The panics and depressions of 1873 and 1893 during the gilded age

Causes[ edit ] One of the causes for the Panic of can be traced back to Argentina. The gold supply had dropped and the federal government reduced the number of dollars that were printed. With the depression, ambitious railroad building programs crashed across the South, leaving most states deep in debt and burdened with heavy taxes.

Panic of 1893

Britain[ edit ] The construction of the Suez Canalwhich opened inwas one of the causes of the Panic ofbecause goods from the Far East had been carried in sailing vessels around the Cape of Good Hope and were stored in British warehouses.

It came at the end of a series of economic setbacks: In response, German immigrant groups organized their own armed militia. It is estimated that 2.

After the completion of the transcontinental Union Pacific Railroad inbusinessmen and politicians immediately clamored for another, to be called the Northern Pacific.

The number of foreclosures and bankruptcies increased. Illinois advanced to the United States Supreme Court, and brought the concerns of westerners and southerners at the margins of national economic development to the forefront of political debate.

The effects of the panic were quickly felt in New York, and more slowly in Chicago, Virginia City, Nevada where silver mining was activeand San Francisco. This was followed by the bankruptcy of many other companies; in total over 15, companies and banks, many of them in the West, failed.

Bryan's sensational oration placed Chicago, Illinois at the top of the news that day. There were runs on state banks, leading to foreclosures and bankruptcies. With apologies to Gertrude Stein, it is not true that a bank is a bank is a bank.

Chancellor Bismarck gradually veered away from classical liberal economic policies in the s, embracing many conservative and progressive policies, including high tariffs, nationalization of railroads, and compulsory social insurance.

The French also attempted to deal with their economic problems through the implementation of tariffs. One by one, each Southern state fell to the Democrats, and the Republicans lost power.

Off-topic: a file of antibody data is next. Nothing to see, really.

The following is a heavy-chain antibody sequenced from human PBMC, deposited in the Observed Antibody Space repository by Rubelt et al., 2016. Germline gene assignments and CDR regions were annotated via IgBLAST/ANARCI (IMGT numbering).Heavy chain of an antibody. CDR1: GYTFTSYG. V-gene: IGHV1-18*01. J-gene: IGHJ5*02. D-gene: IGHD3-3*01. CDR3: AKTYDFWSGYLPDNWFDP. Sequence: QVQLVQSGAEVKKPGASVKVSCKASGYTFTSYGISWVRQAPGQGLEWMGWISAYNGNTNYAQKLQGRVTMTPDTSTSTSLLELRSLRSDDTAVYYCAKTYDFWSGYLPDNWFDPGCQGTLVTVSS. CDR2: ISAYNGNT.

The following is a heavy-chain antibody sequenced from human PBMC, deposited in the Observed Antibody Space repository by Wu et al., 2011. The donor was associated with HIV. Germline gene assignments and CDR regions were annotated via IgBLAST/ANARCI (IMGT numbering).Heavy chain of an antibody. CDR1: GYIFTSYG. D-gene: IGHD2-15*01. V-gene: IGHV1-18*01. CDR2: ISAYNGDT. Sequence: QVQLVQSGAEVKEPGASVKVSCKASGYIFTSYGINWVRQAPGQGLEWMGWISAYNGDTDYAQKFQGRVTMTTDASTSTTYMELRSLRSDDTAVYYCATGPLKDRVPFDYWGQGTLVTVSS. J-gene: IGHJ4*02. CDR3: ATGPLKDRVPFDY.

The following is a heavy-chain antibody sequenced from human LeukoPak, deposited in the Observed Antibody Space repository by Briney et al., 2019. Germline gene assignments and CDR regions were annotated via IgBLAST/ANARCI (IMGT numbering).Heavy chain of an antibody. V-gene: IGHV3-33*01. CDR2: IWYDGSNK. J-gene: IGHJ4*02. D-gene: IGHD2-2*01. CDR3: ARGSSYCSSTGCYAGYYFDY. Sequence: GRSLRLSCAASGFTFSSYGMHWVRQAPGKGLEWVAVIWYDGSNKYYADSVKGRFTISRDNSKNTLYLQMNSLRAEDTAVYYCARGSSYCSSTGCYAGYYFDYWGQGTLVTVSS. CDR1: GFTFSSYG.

Many investors had speculated heavily in railroad securities. Within a year of the crash over railroads went into receivership. Poor economic conditions caused voters to turn against the Republican Party.

Unsourced material may be challenged and removed.The Panic of was a serious economic depression in the United States that began in and ended in It deeply affected every sector of the economy, and produced political upheaval that led to the realigning election of and the presidency of William McKinley.

Summary and Definition of Panic of Definition and Summary: The Panic of during the 'Gilded Age' and was a financial crisis that triggered a depression that lasted for four years leading to economic hardships, civil unrest, demonstrations and labor action such as the Pullman crisis led to the national unemployment rate approaching 20%.

Start studying APUSH Learn vocabulary, terms, and more with flashcards, games, and other study tools. Search. Lee at Appomattox Court House, which ended the Civil War; during presidency several scams passed through Congress; the Panic of (over speculation) came about in his reign "The Gilded Age".

The allusion to the Gilded Age derives from the title and tenor of Mark Twain and Charles Warner’s tome of the first of the banking panics, a period of gross materialism and blatant political corruption during.

The Panics and Depressions of 1873 and 1893 During the Gilded Age

A summary of the financial panics which periodically devastated the American economy throughout the 19th century. A frenzied crowd on Broad Street in New York City during the Panic of Hulton Archive/Getty Images History & Culture.

American History The Gilded Age The depression set off by the Panic of was the greatest. The period after Reconstruction, the last few decades of the nineteenth century, was known as the ” Gilded Age,” a term coined by Mark Twain in The Gilded Age was a period of transformation in the economy, technology, government, and social customs of America.

The panics and depressions of 1873 and 1893 during the gilded age
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